Participating in and launching both local and global initiatives to solve critical societal issues is a big part of the agenda for Impact Hub Budapest.

In support of our global mission, we recently kicked off the ‘Communities for Change’ (C4C) program, a 4-month course and incubator developed in partnership with MIT’s Presencing Institute and the BMW Foundation that will bring together stakeholders across different sectors to build collaborative solutions to local challenges. Responsive cities across the globe were selected to help solve critical issues occuring in each of their local eco-systems that challenge the social and cultural landscape at the moment.

On January 29th, the program kicked off in Budapest with 15 participants from diverse backgrounds such as digital startups, corporates, entrepreneurs and NGO representatives. The team chose the theme “Future of Work” as the topic for their journey. They discovered that a wide range of skills and work styles were represented in the team, they also realised a missing connection to the government and media. As a cohesive team, they will take on the challenge of identifying the underlying issues of why work is depleting people in Hungary, and come up with a strategy to reform the work ethic in Hungary. Work, where we spend most our awake time, should make us feel recharged and inspired to make a difference in the world and contribute to something bigger than ourselves.

Let’s set the stage with a little background information about the issues existing in the Hungarian market which could potentially be some of the challenges that the team will tackle during their journey.

  • There are people working in the commercial sector who are struggling to pay their bills regardless of their full time working status. Jobs in Hungary pay barely enough to survive and offer no hope to improve this scenario. People in this sector are often very vulnerable and abused by their employers.
  • There are people working in the public sector like Education, Healthcare or Safety with pay and conditions equal or worse than the previous group. In Hungary, a 2nd grade teach or a nurse make the bear minimum despite the critical duties that they fulfill in our society each and everyday.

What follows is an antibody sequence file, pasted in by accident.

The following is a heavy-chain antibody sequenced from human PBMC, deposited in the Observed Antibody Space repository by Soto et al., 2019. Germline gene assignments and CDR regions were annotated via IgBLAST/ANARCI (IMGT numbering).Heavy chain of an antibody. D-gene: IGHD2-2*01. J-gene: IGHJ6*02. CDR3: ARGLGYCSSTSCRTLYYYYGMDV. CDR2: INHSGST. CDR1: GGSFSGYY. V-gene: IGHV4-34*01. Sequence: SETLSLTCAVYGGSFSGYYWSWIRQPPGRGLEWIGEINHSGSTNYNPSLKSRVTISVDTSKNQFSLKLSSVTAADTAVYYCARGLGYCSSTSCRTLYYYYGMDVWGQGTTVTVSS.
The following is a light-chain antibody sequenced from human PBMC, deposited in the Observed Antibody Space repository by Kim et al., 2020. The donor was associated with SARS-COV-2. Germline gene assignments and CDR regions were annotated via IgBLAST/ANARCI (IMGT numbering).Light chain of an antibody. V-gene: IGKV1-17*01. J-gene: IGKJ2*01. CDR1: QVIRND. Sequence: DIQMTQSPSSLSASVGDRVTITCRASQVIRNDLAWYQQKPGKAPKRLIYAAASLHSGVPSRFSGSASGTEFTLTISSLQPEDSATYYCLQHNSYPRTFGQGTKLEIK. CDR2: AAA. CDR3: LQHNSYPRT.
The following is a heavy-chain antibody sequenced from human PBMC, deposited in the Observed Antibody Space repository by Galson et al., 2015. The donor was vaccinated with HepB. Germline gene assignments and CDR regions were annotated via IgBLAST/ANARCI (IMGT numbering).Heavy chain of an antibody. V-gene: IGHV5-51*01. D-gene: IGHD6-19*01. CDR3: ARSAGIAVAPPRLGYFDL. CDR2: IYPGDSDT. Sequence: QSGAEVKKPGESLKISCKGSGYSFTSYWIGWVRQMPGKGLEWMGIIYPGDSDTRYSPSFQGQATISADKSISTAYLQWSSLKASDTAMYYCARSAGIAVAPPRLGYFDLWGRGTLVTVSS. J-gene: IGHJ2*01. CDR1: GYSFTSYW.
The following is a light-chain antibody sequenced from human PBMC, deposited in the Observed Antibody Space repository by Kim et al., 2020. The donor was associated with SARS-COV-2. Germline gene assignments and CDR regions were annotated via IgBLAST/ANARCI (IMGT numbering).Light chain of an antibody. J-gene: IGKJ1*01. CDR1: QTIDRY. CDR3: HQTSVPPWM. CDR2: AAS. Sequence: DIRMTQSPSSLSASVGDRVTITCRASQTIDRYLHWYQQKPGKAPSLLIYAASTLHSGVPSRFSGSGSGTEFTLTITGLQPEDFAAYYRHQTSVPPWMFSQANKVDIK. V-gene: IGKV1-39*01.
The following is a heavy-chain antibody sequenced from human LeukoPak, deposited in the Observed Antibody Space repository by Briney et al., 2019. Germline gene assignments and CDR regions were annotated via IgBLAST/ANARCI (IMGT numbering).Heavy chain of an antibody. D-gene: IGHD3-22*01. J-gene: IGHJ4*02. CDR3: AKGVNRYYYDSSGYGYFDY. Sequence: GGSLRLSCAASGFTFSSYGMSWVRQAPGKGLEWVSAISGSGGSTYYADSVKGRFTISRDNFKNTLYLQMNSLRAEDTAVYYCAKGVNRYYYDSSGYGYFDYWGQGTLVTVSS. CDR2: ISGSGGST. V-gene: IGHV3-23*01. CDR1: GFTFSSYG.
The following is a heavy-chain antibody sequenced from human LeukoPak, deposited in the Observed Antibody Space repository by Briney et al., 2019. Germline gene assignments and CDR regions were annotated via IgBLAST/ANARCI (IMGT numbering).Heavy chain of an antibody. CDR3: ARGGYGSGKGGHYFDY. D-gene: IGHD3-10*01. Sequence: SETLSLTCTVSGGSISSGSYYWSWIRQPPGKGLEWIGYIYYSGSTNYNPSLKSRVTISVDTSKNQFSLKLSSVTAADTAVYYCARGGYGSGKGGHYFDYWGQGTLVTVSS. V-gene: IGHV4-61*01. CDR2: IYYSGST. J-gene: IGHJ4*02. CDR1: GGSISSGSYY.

• There are people working for multinational companies that might earn enough to live comfortable lives, but their workplace does not require them to think. Manual labour, assembly lines, even software development is done in this manner. Hungarian companies consider these people as cheap laborers to follow orders like robots and only do the non-creative tasks in the workplace. Typically, the creative jobs such as Design, Research & Development, etc… are done in the more developed country offices of Europe. As a result, this creates mistrust from the more developed countries and feeds into a never ending cycle of only transferring the un-interesting and un-inspiring work to Hungarian offices with too many restrictions and too much control involved.
  • There are the Hungarian entrepreneurs working for non-governmental NGO’s that are struggling to survive. These organizations can’t earn enough to pay decent salaries to their workers and therefore can’t keep up with foreign companies. The government is also constantly trying to find ways to dismantle them and sometimes consider them a threat to national policies. These NGO’s attract creative people who do not want to work for multinational companies, but part of the pay is official and mostly under the table. This creates conditions where the work is fulfilling, but not always stable or transparent.

These challenges facing Hungary compromise the future of producing a skilled, qualified, and educated workforce. They are also resulting in dangerous subversive systems such as people selling their hours for money to be able to provide for their family. Young people and skilled professionals are leaving the country to find more suitable and better situations elsewhere. The ‘Future of Work’ project could offer solutions for companies to develop a conscious working environment that serves to create a culture where employees have the potential to develop themselves and recognize their purpose in life. The Impact Hub Budapest C4C team have their work cut out for them, but are ready to face these challenges and propose positive solutions that will impact social change and the prospect of achieving success in the Hungarian working environment.

Updates will be provided by the team throughout the program via social media and our website. For more information, please contact Melinda Varfi,